The AI control system in HoI3 allows for a great deal of flexibility in game play for new players: every aspect of game play can be put under AI control. This flexibility allows players to focus on a set of game play aspects, while the AI handles the rest. These changes can be made when starting a new game, but they can also be turned on and off as needed at any time during the game. Here are some possible combinations:
- Avoid warfare: For players who would like to learn how the game works with the exception of warfare, set Diplomacy, Politics, Technology, and Intelligence to manual control. Meanwhile, put production on AI control. Finally, identify your main Theaters of war (using the HQ map mode) and put those Theaters into AI control.
- Warfare focus: For players who would like to focus on warfare without worrying about anything else, everything aside from the actual military units could be put on AI control. For additional responsibility, the player could take on controlling the Production screen as well, which allows control over building new units and managing the overall military economy.
- Command Structure: Take time learning how the new command structure works - don't play this game like a new version of Hearts of Iron 2! The Theatre, Army Group, Army and Corps HQs are your friends, so learn how to use them.
Diplomacy is used to declare war, make trades for resources and money, and purchase production licenses. Threat and Neutrality are important new concepts in HoI3. If you learn how to use them properly, it will greatly enhance your enjoyment of the game!
Threat is represented between every country in the game. It is a measure of how threatening each country is to every other. Threat is increased from events, declarations of war and via espionage. There is no way to decrease threat. Neighbouring countries are also much more sensitive to threat levels.
Neutrality is a barrier between a country and its ability to go to war. Countries can only declare war if their threat is higher than their neutrality. It is possible to decrease neutrality with the proper minister. A high neutrality also increases your consumer goods need and is a drag on the economy.
There are several things to keep in mind when building things:
- Practical knowledge: For every unit you produce, you will gain a particular kind of practical knowledge. That practical knowledge will, in turn, make the next unit of that type that you build cheaper in terms of IC days.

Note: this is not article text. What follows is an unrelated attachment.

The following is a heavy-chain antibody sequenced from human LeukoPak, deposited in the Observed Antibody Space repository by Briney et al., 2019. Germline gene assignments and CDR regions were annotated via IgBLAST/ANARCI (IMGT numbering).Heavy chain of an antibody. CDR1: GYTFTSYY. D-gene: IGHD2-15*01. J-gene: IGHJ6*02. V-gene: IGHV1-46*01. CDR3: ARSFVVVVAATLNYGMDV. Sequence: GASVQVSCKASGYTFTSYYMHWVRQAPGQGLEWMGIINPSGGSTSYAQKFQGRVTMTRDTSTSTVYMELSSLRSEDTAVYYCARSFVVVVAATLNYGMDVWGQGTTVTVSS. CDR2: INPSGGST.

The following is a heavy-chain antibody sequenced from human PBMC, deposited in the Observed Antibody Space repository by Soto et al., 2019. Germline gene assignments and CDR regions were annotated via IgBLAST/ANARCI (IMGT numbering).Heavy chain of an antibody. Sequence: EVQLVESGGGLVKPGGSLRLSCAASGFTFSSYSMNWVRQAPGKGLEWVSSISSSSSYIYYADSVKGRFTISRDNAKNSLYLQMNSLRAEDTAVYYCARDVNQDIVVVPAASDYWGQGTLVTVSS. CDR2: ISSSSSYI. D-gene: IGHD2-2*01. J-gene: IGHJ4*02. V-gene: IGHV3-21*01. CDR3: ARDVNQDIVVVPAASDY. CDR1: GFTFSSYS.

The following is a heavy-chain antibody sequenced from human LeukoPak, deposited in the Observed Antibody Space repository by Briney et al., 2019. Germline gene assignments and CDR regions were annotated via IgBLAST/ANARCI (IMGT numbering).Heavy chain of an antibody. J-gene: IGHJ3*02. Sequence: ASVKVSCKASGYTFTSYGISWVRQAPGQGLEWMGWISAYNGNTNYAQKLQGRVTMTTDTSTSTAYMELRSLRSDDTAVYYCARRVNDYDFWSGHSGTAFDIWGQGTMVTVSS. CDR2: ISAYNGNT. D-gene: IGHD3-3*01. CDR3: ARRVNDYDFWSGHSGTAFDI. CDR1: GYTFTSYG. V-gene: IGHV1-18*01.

- IC days: The best way to understand the actual cost of a particular item is to determine the cost in IC days. This is simply the IC cost multiplied by the number of days it takes to build the unit.
- Serial & Parallel construction: Serial production is the ideal method for creating units: units are produced one at a time, which means the next in the series benefits from practical knowledge increases. Parallel construction is used to meet immediate needs: when you need a bunch of a certain unit type at once. As a result, parallel construction is much less efficient than serial builds.
In an annexed nation resources are produced in either core or non core territories:
- Core territory: Resources are produced with no penalty to production.
- Non core territory: Resources that are created in a non core territory are produced at a 50% penalty to production. The revolt risk in a non core territory further decreases the amount of resources produced by giving an additional penalty to production (around 10%). For example if a Nationalist Chinese core territory produces 1 unit of rare materials per day it will still produce 1 unit of rare materials per day if it is conquered by the Communist Chinese Army. If on the other hand this Nationalist Chinese core territory is conquered by the Japanese Army it will produce around 0.4 rare materials per day since they suffer from both non core and revolt risk penalties to production.
Technology improvements in resource related production in addition to providing production bonuses in core territory also help offset the penalties that are applied to non core territory production.
When you occupy territory by a nation still at war with you resources are produced with a production penalty that is determined by your occupation policy.
- Collaborationist government 50% penalty to resource production in occupied territory.
- Military government 30% penalty to resource production in occupied territory.
- Full occupation 20% penalty to resource production in occupied territory.
- Total exploitation 10% penalty to resource production in occupied territory.